In medicine, technological advancements lead to a rapidly growing amount of data. Visualization techniques are usually applied to support data inspection and analysis1,2 However, visualization is just one way to make information intelligible to humans. An alternative approach is sonification, i.e. the systematic and reproducible representation of data by using sound3. Sonification has been applied to gene expression data4, DNA methylation data5, biological imaging data6, electroencephalography (EEG) signals7,8,9, electrocardiogram (ECG) signals7,10 and combinations of biomedical signals11.

Coming from a clinical background, we asked whether sonification techniques (used in so-called auditory displays) of complex data sets can aid clinicians in their diagnostic decision making. Specifically, we focused on ECG signals as complex multi-channel datasets with ubiquitous applications in the clinic. Although previous studies have proposed techniques for heart rate sonification12 and ECG sonification10,11, no study has evaluated in how far these techniques are actually suited for clinical application of ECG analysis.

To investigate this questions, we first designed a parameter-mapping sonification13 method that applies time-variant oscillators to convert the multi-channel ECG datasets into a polyphonic sound. Secondly, we applied this method to samples from a publicly available database14. Thirdly, we evaluated the diagnostic accuracy of common cardiac pathologies based on sonified ECG signals.

Material and Methods

Ethics statement

In this retrospective study, we used human ECG measurements that are openly accessible in a public database14. All patient data were fully anonymized and could not be traced back to any individual patient. Our institution’s medical ethics board II (Medical Faculty Mannheim, Heidelberg University, Germany) gave their consent to this data analysis (decision number 2016–856R-MA, granted to FGZ) and waived the need for informed consent by the respective patients. All analyses were carried out in accordance with the Declaration of Helsinki and in accordance with the ethics board approval.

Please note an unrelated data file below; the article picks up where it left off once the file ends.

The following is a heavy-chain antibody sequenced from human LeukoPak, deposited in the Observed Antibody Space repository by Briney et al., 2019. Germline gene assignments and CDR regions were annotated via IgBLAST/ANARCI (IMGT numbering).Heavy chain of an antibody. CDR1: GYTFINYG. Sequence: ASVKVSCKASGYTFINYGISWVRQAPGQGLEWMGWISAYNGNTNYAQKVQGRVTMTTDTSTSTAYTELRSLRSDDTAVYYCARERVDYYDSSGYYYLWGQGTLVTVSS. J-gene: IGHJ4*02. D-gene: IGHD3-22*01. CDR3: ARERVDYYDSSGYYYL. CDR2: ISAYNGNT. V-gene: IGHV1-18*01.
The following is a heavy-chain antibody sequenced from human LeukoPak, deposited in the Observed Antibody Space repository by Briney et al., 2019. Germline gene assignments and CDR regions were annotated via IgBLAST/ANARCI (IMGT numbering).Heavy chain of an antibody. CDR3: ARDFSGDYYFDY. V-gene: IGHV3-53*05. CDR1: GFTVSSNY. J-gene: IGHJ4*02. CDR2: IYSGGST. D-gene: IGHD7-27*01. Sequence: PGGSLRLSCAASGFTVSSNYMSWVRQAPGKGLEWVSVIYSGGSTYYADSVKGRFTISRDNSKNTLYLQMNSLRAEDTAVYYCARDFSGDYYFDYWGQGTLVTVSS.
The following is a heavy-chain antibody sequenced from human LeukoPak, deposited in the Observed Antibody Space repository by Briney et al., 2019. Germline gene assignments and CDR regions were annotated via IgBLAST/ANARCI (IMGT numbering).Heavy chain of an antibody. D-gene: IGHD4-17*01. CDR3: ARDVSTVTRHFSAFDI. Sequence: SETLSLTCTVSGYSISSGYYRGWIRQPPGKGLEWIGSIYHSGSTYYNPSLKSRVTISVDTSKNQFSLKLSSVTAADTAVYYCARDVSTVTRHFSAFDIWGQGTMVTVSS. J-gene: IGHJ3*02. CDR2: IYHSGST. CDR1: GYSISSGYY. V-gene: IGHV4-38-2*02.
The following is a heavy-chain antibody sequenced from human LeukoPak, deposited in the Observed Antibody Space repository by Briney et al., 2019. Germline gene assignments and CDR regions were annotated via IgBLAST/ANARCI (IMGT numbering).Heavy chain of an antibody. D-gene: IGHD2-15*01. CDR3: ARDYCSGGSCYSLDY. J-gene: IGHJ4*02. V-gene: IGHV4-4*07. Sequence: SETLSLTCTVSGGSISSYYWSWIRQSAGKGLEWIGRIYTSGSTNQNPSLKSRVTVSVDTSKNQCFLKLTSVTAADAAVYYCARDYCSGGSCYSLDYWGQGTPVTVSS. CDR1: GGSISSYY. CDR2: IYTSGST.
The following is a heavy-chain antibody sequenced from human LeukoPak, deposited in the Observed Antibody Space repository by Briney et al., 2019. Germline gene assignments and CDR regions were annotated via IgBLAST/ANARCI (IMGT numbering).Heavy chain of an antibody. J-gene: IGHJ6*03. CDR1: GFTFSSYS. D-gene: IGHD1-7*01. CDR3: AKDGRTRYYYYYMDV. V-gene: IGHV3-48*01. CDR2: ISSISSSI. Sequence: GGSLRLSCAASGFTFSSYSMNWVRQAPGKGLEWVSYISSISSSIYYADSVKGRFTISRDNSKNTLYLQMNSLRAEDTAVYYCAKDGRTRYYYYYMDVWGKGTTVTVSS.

We used a selection of 12-channel ECG signals from the “St.-Petersburg Institute of Cardiological Technics 12-lead Arrhythmia Database“ (incartdb) on www.physionet.org14. From the 12-channel datasets, we extracted the first six leads, corresponding to the electric vectors in the frontal plane (I, II, III, aVR, aVL, avF). We selected the following four pathologies: ST-elevation myocardial infarction (STEMI), premature ventricular contraction/ventricular extrasystole (PVC), atrial fibrillation and bigeminy. The reason for this selection was (a) that these pathological patterns represent frequent pathological findings in ECGs and (b) that these patterns were among the most frequent patterns in the database. For each category, we retrieved a single 10 s sample for training and three 10 s samples for testing. Furthermore, from the “PTB database”15,16 on www.physionet.org14, we retrieved a 12-lead ECG data set of a healthy control subject.

Data usage statement

All raw ECG data can be downloaded from www.physionet.org14 as stated above. All other data (including all sound samples) are available as supplementary Files S1, S2 and S3. A detailed flowchart of the algorithm is available as supplementary File S4. All Matlab® source codes used for this study are available under the MIT license ( and can be accessed via the following DOI: [10.4119/unibi/2908653]. Also, we provide an implementation in for the open source platform SuperCollider that can be accessed via the following DOI: [10.4119/unibi/2908653]. All performance data collected during the data analysis by all observers are available as supplementary File S5.

Computational implementation and hardware

The approaches described in the preceding sections have been implemented in Matlab® (R2015b, Mathworks, Natick, MA, USA). All experiments were carried out on a standard computer workstation (2.2 GHz Intel Core i7, 16 GB RAM). All statistical calculations were carried out using Matlab®. Statistical error is given as mean ± standard deviation if not otherwise noted. To test for significance, we used one-tailed Student’s t-test. Sound samples were played on “Bose SoundLink Mini II” loudspeakers (Bose, Framingham, MA, USA). The entire code required to reproduce the experiments is freely available to the public (see “Data usage” section).